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The Development of Self-Concept

By — Pearson Allyn Bacon Prentice Hall
Updated on Jul 20, 2010

Imagine that you live across the street from an empty lot. One day, you notice that workers have placed piles of building materials, bricks, lumber, and bags of concrete on the property. After some time, the frame of a large, boxlike house takes the place of the piles of materials. From your vantage point, you can see the empty beginnings of where rooms will be. With more time, the internal structure becomes clear. Walls are assembled; doors and stairways connect the parts. Each section of the new house—living, dining, bedroom, and storage areas—has multiple divisions that provide useful space dedicated to some purpose. The disparate piles have been transformed into a coherent structure, and the once simple structure has become increasingly complex. Finishing touches are made, and ongoing renovations will undoubtedly accompany the life of the home.

This image is offered to provide a rough approximation of how the self-concept might develop from early childhood through adolescence and adulthood. It is important to recognize that self-concept or self-knowledge is very much like any other kind of knowledge, for the self is a cognitive construction. Therefore, knowledge of the self will be constrained by the child’s general level of cognitive development and will most likely progress unevenly. As Harter (1999) has pointed out in her description of general cognitive-developmental stages, “decalage is accepted as the rule, rather than the exception; therefore, it is expected that the particular level of development at which one is functioning will vary across different domains of knowledge."

In addition, remember that the self-concept is multidimensional, like a house with various rooms. In many homes, rooms are added on after the initial construction. In contrast to this somewhat static analogy, the self-system is dynamic and changes throughout development. Generally, the child’s self-concept proceeds from a rather undifferentiated state or simple structure to a much more organized and coherent structure in adulthood through a process of stagelike changes. Let us consider some of the developments in self-knowledge that occur as children mature.

The preschool child’s rendering of herself is something like the lot filled with building materials. Self-descriptors such as “big,” “girl,” and “nice” are separate, uncoordinated elements in the child’s self-portrait because she is cognitively unable to integrate these elements into an organized whole. We know from our discussion of cognitive development that young children’s ability to hold in mind several ideas at the same time and to integrate these in some meaningful way is quite underdeveloped. Furthermore, preschool youngsters find accommodating opposing characteristics, such as being “nice” and “mean” (Fischer, Hand, Watson, Van Parys, & Tucker, 1984), or opposing emotional states, such as “happy” and “sad” (Harris, 1983), to be especially difficult. Nor do young children make much use of perspective taking at this age. In failing to do so, they show limited ability to use the behaviors or perspectives of others as guides for evaluating their own conduct or performance. Stated in other words, they do not use information gleaned from observing others as a way of assessing their competencies. Consequently, the young child’s self-evaluations may not conform to reality but may be overly positive. Four-year-old Jamar might insist he has won the round of miniature golf despite hitting the ball outside the lane every time!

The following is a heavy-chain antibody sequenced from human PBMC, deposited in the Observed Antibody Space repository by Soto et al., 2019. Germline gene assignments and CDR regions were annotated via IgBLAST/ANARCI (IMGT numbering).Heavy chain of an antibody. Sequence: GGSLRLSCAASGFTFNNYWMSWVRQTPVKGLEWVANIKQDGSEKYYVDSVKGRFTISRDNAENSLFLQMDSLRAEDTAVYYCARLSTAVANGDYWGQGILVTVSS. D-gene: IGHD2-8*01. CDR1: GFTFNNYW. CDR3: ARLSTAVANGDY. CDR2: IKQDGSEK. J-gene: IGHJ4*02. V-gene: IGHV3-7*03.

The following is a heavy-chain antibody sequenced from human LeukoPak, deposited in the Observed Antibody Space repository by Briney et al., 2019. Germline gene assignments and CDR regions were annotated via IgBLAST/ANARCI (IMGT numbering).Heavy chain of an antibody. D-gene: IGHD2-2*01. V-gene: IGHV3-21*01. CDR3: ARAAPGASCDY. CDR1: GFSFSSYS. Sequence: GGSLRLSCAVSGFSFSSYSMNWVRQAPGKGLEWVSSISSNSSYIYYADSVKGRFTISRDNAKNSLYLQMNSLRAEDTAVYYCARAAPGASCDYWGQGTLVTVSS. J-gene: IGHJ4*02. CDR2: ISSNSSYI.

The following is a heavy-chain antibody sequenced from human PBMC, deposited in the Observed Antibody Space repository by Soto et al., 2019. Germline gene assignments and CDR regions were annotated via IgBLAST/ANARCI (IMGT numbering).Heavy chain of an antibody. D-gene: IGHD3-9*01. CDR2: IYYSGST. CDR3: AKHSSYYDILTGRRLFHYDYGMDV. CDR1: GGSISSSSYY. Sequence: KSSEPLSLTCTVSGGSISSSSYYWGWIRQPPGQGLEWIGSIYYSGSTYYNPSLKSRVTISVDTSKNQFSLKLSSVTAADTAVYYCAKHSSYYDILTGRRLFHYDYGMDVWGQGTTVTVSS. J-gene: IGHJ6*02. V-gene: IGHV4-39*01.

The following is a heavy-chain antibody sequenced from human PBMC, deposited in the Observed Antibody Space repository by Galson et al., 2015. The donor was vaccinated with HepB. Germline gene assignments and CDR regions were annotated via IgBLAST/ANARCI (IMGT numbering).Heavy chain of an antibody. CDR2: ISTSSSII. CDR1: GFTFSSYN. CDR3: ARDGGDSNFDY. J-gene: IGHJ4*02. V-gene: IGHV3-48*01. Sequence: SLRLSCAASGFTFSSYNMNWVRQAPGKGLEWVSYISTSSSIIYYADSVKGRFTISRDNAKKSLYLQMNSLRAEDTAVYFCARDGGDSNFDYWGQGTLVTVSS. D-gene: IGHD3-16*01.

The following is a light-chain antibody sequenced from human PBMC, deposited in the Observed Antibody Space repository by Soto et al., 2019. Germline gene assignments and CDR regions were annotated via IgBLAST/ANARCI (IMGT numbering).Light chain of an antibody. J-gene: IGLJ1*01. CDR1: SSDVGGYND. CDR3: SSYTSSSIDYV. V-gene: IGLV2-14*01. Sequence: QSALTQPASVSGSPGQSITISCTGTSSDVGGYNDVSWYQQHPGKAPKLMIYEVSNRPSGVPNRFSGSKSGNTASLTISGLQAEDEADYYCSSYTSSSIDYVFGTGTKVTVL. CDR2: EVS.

Gradually, the early-elementary-school-aged youngster begins to organize the characteristics of the “Me-self” into sets of categories that display some coherence. For example, the child might relate being good at drawing, at coloring, and at cutting as an indication that she is good at art. However, the child still does not accommodate sets of characteristics with opposing features (e.g., nice versus mean; Fischer et al., 1984). Given her tendency to perceive personal qualities as good and to discount the subtlety of coexisting negative attributes, the child’s thinking about herself may still have an all-or-nothing quality that is often unrealistically positive. There is little discrepancy between the “real” and the “ideal” selves. Gradual improvements in perspective-taking ability, however, allow the child to begin to evaluate her own behavior according to others’ standards. The child’s anticipation of another person’s reaction, be it as a reward or a punishment, becomes internalized (Harter, 1998). As others’ rules or standards become internalized, they become adopted as self-regulatory guidelines and form the basis for the looking-glass self.

Between middle childhood and early adolescence, the individual becomes capable of integrating opposing characteristics and begins to form more abstract trait-like concepts to describe herself. Self-assessments, such as “being smart,” are bolstered by feedback from a wide variety of outside influences across many kinds of situations, and these assessments become more resistant to modification. Self-esteem tends to decline a bit during middle childhood and early adolescence because children recognize, often for the first time, how they fall short in comparison to others. Struggles to integrate abstract representations of the self characterize the period of adolescence as the young person works on defining a unique identity.

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